The NFL nation continues to buzz over the breathtaking shootout the Rams and Chiefs provided Monday night, a 54-51 duel that reached the pre-game hype. This, just weeks after the Saints outgunned the Rams 45 - 31 in the Superdome.
Fans love offense, and the weekly output from the Saints, Chiefs, and Rams raises hopes of more shootouts in the NFC playoffs and in the Super Bowl. NFL stats suggest their hopes may indeed come to pass.
We’re in the middle of either a record year for offense league-wide, or the worst season for NFL defense - or perhaps both.
I’ve looked league numbers using just two metrics - points scored and points allowed, to look for trends. Is offense really up long term, or is 2018 an outlier? And how much is sub-par defensive play contributing to the pinball-like scores we see week to week?
Defense - the declining power of 17
Defensive coordinators around the league have a weekly target - 17 points. The maxim is written into some coordinator’s playbooks. If your unit can hold an opponent to 17 points or fewer, you have an excellent chance of winning that week’s game.
The term elite is relative, but with respect to scoring defense, it has referred to units that allow on average 14 points per game. For this study, I decided to look at points per game allowed from the 2000 NFL season to the present. I went year by year and measured two defensive metrics - which teams qualified in a given year as “elite” (allowing 14.9 points or fewer) and how many met that “good” standard of allowing 17.9 points per week or fewer.
I have found that the NFL’s defensive arc can be defined in three six-year trends.
2000 - 2005: the last of the dominators
This period saw two of the NFL’s best-ever defensive units carry their teams to titles. The 2000 Ravens set the standards for stinginess in a 16-game season, allowing just 10.9 points per game on their way to the Lombardi. Their pop-gun offensive wasn’t much to look at. QB Trent Dilfer alternated handoffs to power back Jamal Lewis with passes to TE Shannon Sharpe. It didn’t matter. Their defense allowed just one offensive TD in its four-game playoff run.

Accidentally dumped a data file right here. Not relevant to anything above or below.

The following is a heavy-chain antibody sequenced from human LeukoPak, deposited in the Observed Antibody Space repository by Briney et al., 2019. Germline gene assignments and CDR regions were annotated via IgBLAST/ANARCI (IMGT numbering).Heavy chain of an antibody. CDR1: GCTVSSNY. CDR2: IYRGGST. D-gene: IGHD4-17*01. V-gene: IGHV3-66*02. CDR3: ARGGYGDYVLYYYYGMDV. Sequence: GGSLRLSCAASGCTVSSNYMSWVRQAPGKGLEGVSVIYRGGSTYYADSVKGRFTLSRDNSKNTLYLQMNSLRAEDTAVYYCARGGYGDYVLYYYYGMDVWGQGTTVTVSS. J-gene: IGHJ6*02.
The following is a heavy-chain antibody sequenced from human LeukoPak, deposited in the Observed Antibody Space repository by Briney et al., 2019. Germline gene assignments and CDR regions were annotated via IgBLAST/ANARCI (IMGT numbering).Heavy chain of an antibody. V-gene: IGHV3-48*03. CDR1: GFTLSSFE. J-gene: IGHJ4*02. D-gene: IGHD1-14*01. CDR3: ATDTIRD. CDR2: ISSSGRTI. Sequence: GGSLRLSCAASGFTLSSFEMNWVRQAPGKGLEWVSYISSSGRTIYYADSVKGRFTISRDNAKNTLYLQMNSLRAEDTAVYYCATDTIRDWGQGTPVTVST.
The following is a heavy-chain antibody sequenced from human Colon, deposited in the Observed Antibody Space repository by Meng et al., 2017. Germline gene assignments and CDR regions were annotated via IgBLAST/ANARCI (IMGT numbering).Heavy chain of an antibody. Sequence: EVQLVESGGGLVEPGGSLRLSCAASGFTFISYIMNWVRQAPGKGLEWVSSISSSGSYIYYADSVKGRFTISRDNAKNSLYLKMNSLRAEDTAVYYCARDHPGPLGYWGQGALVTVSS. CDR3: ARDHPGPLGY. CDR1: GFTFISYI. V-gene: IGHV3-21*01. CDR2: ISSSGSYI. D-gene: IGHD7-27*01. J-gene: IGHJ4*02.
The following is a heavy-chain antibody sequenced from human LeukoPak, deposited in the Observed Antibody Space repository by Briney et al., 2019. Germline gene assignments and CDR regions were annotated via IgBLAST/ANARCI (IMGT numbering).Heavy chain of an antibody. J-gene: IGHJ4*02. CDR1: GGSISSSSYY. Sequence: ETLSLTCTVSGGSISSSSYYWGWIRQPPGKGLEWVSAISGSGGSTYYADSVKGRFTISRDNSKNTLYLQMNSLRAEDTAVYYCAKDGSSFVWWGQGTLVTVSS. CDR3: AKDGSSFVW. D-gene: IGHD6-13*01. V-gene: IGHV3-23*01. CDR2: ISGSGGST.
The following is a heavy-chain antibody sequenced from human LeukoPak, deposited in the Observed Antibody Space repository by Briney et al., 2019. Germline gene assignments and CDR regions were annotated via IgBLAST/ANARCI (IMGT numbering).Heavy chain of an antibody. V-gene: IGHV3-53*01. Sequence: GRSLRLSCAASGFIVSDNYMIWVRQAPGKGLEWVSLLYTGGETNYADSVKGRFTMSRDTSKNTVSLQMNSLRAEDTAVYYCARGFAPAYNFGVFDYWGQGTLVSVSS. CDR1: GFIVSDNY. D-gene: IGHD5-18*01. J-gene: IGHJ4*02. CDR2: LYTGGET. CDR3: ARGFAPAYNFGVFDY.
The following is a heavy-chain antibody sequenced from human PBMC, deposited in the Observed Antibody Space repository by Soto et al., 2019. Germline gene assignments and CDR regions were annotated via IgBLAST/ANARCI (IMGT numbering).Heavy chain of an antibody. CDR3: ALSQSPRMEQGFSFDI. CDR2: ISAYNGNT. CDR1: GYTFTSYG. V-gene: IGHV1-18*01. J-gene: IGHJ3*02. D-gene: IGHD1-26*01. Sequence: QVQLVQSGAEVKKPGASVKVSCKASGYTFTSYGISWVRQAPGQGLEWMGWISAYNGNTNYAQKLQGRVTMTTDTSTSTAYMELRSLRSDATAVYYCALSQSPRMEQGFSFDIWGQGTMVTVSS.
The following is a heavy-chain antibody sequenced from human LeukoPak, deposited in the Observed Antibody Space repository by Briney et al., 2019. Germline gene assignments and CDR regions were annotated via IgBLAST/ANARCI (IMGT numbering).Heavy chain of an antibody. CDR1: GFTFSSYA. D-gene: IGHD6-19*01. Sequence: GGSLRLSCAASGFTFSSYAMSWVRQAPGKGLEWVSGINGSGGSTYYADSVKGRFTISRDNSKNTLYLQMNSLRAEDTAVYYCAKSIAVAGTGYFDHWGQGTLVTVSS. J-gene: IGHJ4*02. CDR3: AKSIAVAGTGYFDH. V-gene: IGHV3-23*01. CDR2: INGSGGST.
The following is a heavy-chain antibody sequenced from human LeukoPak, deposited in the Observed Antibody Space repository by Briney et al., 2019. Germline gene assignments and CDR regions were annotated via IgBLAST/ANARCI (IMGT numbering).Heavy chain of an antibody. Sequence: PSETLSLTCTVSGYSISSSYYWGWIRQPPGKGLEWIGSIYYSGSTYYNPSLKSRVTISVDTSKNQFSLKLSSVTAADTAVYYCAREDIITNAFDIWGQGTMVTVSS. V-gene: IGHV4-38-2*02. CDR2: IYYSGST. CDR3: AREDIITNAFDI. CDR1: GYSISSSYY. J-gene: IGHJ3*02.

Two years later the Tampa Bay Bucs brushed up to the Ravens' standard, holding opponents to 12.2 points per game in their Super Bowl run. From a league’s perspective, this was the twilight of the elite D. There were eight defenses in this six-year span who allowed 14 or fewer points in a season. What’s more, roughly a quarter of the league’s defenses, an average of 7.4 per year, allowed 17.9 points per game or fewer in this span.
2006 - 2011: the mini elite
This six-year period saw the same number of elite defenses - eight - meeting the 14.9 ppg or fewer standard but the number of good defenses fell by nearly 50%. The average per season fell to 4.1 from 7.3 the five years prior.
The lion’s share of defensive accolades was claimed by two defenses, the Dick LeBeau-led Steelers and the Rex Ryan-led Ravens. Half of the elite ratings were posted by those two groups, three by the Steelers. The Ravens finished in the top three in scoring defense in five of those six years; the Steelers were top three in four of those years.
2012 - 2017: resetting to 16
These six years saw a decided drop-off in defensive stops. Only once did a defense go a full season allowing fewer than 15 points per game. That mark was attained by the lone elite unit of the period, Seattle’s “Legion of Boom” defense, which allowed 14.4 points per game in their Super Bowl winning 2013 campaign. That unit allowed the fewest points in four consecutive years (2012 - 2015) but the new standard for elite here has to be reset at 15.9 points or fewer. Only six defenses met that standard and the average of teams that met the “good” standard of 17.9 ppg or fewer fell from 4.1 in the 2006 - 2011 period to 2.8 in this period. No single season saw more than three defenses rank as “good.”
2018 - When good just isn’t good anymore?
The ten-game 2018 season has seen a new, lowered standard for defensive toughness. For the first time this century, not one defense is allowing fewer than 18 points per game. Not only are there no elite defenses in the NFL this season, there isn’t even a single good defense going by the old standard. Some units are playing relatively well - the Ravens, the Titans, Cowboys, and Bears, but the points average continues to rise.
What might account for this? I can think of two factors off the top of my head.
First, where have the elite safeties gone? Look at the elite units since 2000 and nearly all of them had two common components - a top-level pass rush and an elite playmaker at the safety position. The Super Bowl Bucs had John Lynch. The Steelers and Ravens had Troy Polamalu and Ed Reed respectively helming their secondaries and the Legion of Boom had an in-prime Earl Thomas backing up elite secondary cohorts.